Charlie Chaplin is one of those actors that I thought I knew a bit about. I knew he was born and lived around the Elephant and Castle area – there used to be a pub named after him by the shopping centre. I also knew he was a star of many silent movies but fell out with Hollywood during the McCarthy era and moved to Switzerland. Of his life before fame, I knew nothing but thanks to the good folks at Arrows & Traps, and writer Ross McGregor, and their play Chaplin: Birth of a Tramp, at the Jack Studio Theatre, I now know a lot more than I did before.
The show starts in 1928 Hollywood where Charlie Chaplin (Conor Moss) is auditioning Virginia Cherrill (Laurel Marks), for the female lead in his next film. Cherrill has no real acting experience, but Charlie remembers her from a modelling shoot on Santa Monica beach. During the audition, Charlie’s brother, and business manager Sydney (Toby Wynn-Davies) comes in and berates him about the money he spent on a party scene in a film – complete with an expensive professional singer who is neither heard nor, apart from a leg, seen in the movie. Charlie explains his reasoning for hiring the singer and the two men start to reminisce about their childhood back in London. A childhood filled with poverty where mum, Hannah (Clare Aster) did whatever was needed to make ends meet, with no assistance from the boys’ father Charles Chaplin Sr (Benjamin Garrison). Theatre performers themselves, both the Chaplins seem, in their own way, to dote on young Charlie (Lucy Ioannou) Hannah, spoils him – often making personal sacrifices to ensure he has enough to eat – while Charles Senior, thinks his son is ready to follow him in treading the boards. Flitting between 1928 and various points in his life, the play traces Charlie’s journey from a poverty-stricken child, through the birth of ‘The Little Tramp’ to an icon in world cinema, where even those new-fangled talkies do not worry him.
Ross McGregor, who also directed Chaplin: Birth of a Tramp, has obviously put in a lot of research about Chaplin’s early life to give a really authentic feel to the story. He also really piqued my interest in Chaplin himself and I spent a lot of yesterday afternoon and evening on YouTube watching movies and clips of the ‘little tramp’ in action. This proved two things for me. First that the writing and acting were so good and second, that Lucy Ioannou had really brought Chaplin back to life. In an unusual twist, Lucy, as young Charlie, didn’t speak – Connor, as older Charlie, narrated the story – and everything that Charlie was feeling had to be conveyed by movement and facial expression. Just as it was in his films. Lucy really has got every aspect of Chaplin off pat and you can see the way that the Little Tramp comes into being as a fully-fledged person imbued with a childlike vision of the world.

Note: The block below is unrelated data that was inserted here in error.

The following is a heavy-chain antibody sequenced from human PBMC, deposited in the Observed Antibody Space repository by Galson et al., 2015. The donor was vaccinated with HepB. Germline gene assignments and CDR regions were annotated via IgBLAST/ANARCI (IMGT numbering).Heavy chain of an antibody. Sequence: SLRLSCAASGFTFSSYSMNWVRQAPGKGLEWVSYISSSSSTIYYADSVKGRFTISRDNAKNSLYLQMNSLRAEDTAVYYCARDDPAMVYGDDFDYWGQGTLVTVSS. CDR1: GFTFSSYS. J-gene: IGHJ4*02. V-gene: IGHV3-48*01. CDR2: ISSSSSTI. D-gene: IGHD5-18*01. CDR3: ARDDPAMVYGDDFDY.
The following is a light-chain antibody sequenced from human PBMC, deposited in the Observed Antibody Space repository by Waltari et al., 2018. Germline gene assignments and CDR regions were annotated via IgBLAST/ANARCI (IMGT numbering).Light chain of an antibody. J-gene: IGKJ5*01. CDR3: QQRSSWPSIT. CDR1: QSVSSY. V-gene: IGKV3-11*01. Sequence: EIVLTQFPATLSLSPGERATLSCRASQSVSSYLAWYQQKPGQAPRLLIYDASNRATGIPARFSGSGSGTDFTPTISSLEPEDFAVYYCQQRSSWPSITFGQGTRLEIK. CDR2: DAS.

Whilst all of the cast are excellent, the other stand-out member for me was Clare Aster as Charlie’s mum, Hannah. This was a superlative performance with real heart as Hannah goes from a happy, smiling woman welcoming the audience to a mother doing whatever it takes to support and protect her family, through to a woman suffering severe mental illness. Clare’s performance was so good and I had no trouble believing the lengths to which Hannah would go to look after Charlie.
All told, Chaplin: Birth of a Tramp really was excellent from start to the very powerful, and still relevant, ending. It is extremely well written, produced and acted and shines a welcome light on the life and, at times, the inner turmoil of one of the world’s most beloved entertainers.
Review by Terry Eastham
What a sad business, being funny Limelight (1952)
For over 100 years, Charlie Chaplin has been the world’s best-loved clown. His brilliant comic creation of “The Little Tramp” is the first and most recognisable cinematic icon in history. But his remarkable story of stardom and success has a darker side.
Raised in the horrific, grinding poverty of a Victorian slum, Charlie never knew the security of a stable family. Whilst his parents destroyed themselves with disastrous ambition and unshakeable vice, Charlie was thrown at the mercy of the workhouse. Desperate to escape his feral existence on the streets of South London, Charlie became captivated by the shining lights of music hall, and gradually began to see a way out.
Critically-acclaimed Arrows & Traps return with an examination of the relationship between experience and creativity, and invite you to discover how Chaplin spun personal tragedy into universal comedy, in a psychological exploration of one of the world’s most remarkable lives.
Chaplin: Birth of a Tramp Listings Information
Brockley Jack Studio Theatre, 410 Brockley Road, London, SE4 2DH
Box office: www.brockleyjack.co.uk or 0333 666 3366 (£1.75 fee for phone bookings only)
Dates: Tuesday 4 to Saturday 22 February 2020 at 7.30pm. (NO perfs: Sunday/Monday)